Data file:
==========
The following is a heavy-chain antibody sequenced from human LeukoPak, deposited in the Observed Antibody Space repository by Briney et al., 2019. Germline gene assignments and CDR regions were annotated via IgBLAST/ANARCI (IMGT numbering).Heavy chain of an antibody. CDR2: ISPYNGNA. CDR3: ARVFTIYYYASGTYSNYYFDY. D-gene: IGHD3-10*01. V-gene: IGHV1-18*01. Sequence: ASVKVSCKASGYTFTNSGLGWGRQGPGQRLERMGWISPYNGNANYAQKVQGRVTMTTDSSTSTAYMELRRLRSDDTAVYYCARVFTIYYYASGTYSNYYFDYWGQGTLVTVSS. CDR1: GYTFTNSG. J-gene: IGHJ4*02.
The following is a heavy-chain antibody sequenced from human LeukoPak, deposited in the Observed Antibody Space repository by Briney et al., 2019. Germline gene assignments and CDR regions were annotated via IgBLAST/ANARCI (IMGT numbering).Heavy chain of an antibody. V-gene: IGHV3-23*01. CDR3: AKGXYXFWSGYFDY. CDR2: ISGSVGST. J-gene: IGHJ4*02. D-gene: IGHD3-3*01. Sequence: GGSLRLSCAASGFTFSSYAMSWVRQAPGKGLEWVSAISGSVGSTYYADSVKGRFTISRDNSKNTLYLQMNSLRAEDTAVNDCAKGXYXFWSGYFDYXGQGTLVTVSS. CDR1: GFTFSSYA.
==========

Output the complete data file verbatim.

The following is a heavy-chain antibody sequenced from human LeukoPak, deposited in the Observed Antibody Space repository by Briney et al., 2019. Germline gene assignments and CDR regions were annotated via IgBLAST/ANARCI (IMGT numbering).Heavy chain of an antibody. CDR2: ISPYNGNA. CDR3: ARVFTIYYYASGTYSNYYFDY. D-gene: IGHD3-10*01. V-gene: IGHV1-18*01. Sequence: ASVKVSCKASGYTFTNSGLGWGRQGPGQRLERMGWISPYNGNANYAQKVQGRVTMTTDSSTSTAYMELRRLRSDDTAVYYCARVFTIYYYASGTYSNYYFDYWGQGTLVTVSS. CDR1: GYTFTNSG. J-gene: IGHJ4*02.
The following is a heavy-chain antibody sequenced from human LeukoPak, deposited in the Observed Antibody Space repository by Briney et al., 2019. Germline gene assignments and CDR regions were annotated via IgBLAST/ANARCI (IMGT numbering).Heavy chain of an antibody. V-gene: IGHV3-23*01. CDR3: AKGXYXFWSGYFDY. CDR2: ISGSVGST. J-gene: IGHJ4*02. D-gene: IGHD3-3*01. Sequence: GGSLRLSCAASGFTFSSYAMSWVRQAPGKGLEWVSAISGSVGSTYYADSVKGRFTISRDNSKNTLYLQMNSLRAEDTAVNDCAKGXYXFWSGYFDYXGQGTLVTVSS. CDR1: GFTFSSYA.